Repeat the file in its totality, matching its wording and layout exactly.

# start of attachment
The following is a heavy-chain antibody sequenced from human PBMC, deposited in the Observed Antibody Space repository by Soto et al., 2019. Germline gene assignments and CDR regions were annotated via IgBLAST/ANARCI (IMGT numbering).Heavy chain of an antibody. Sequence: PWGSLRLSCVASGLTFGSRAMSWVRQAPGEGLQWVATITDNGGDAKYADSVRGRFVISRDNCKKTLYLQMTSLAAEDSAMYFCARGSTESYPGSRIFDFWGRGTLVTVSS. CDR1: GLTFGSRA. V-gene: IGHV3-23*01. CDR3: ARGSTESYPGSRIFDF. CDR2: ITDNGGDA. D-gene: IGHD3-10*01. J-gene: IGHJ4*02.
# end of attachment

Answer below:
The following is a heavy-chain antibody sequenced from human PBMC, deposited in the Observed Antibody Space repository by Soto et al., 2019. Germline gene assignments and CDR regions were annotated via IgBLAST/ANARCI (IMGT numbering).Heavy chain of an antibody. Sequence: PWGSLRLSCVASGLTFGSRAMSWVRQAPGEGLQWVATITDNGGDAKYADSVRGRFVISRDNCKKTLYLQMTSLAAEDSAMYFCARGSTESYPGSRIFDFWGRGTLVTVSS. CDR1: GLTFGSRA. V-gene: IGHV3-23*01. CDR3: ARGSTESYPGSRIFDF. CDR2: ITDNGGDA. D-gene: IGHD3-10*01. J-gene: IGHJ4*02.